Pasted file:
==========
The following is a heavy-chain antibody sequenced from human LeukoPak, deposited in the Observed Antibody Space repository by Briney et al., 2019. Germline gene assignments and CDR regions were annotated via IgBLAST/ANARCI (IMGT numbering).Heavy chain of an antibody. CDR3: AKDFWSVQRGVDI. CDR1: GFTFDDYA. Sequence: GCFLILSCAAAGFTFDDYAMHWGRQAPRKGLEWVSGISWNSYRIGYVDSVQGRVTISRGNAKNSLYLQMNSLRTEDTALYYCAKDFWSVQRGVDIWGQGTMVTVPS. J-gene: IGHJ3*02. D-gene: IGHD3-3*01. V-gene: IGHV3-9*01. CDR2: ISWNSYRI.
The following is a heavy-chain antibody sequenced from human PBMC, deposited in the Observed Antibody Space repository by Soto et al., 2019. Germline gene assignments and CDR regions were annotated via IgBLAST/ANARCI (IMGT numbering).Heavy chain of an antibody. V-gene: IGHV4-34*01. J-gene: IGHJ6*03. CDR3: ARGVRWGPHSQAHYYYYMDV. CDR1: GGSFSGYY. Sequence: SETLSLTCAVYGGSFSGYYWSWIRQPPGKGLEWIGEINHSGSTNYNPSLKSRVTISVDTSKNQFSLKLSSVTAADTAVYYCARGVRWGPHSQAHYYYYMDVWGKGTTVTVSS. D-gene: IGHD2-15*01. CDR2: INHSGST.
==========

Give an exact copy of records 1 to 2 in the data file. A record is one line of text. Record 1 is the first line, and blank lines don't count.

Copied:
The following is a heavy-chain antibody sequenced from human LeukoPak, deposited in the Observed Antibody Space repository by Briney et al., 2019. Germline gene assignments and CDR regions were annotated via IgBLAST/ANARCI (IMGT numbering).Heavy chain of an antibody. CDR3: AKDFWSVQRGVDI. CDR1: GFTFDDYA. Sequence: GCFLILSCAAAGFTFDDYAMHWGRQAPRKGLEWVSGISWNSYRIGYVDSVQGRVTISRGNAKNSLYLQMNSLRTEDTALYYCAKDFWSVQRGVDIWGQGTMVTVPS. J-gene: IGHJ3*02. D-gene: IGHD3-3*01. V-gene: IGHV3-9*01. CDR2: ISWNSYRI.
The following is a heavy-chain antibody sequenced from human PBMC, deposited in the Observed Antibody Space repository by Soto et al., 2019. Germline gene assignments and CDR regions were annotated via IgBLAST/ANARCI (IMGT numbering).Heavy chain of an antibody. V-gene: IGHV4-34*01. J-gene: IGHJ6*03. CDR3: ARGVRWGPHSQAHYYYYMDV. CDR1: GGSFSGYY. Sequence: SETLSLTCAVYGGSFSGYYWSWIRQPPGKGLEWIGEINHSGSTNYNPSLKSRVTISVDTSKNQFSLKLSSVTAADTAVYYCARGVRWGPHSQAHYYYYMDVWGKGTTVTVSS. D-gene: IGHD2-15*01. CDR2: INHSGST.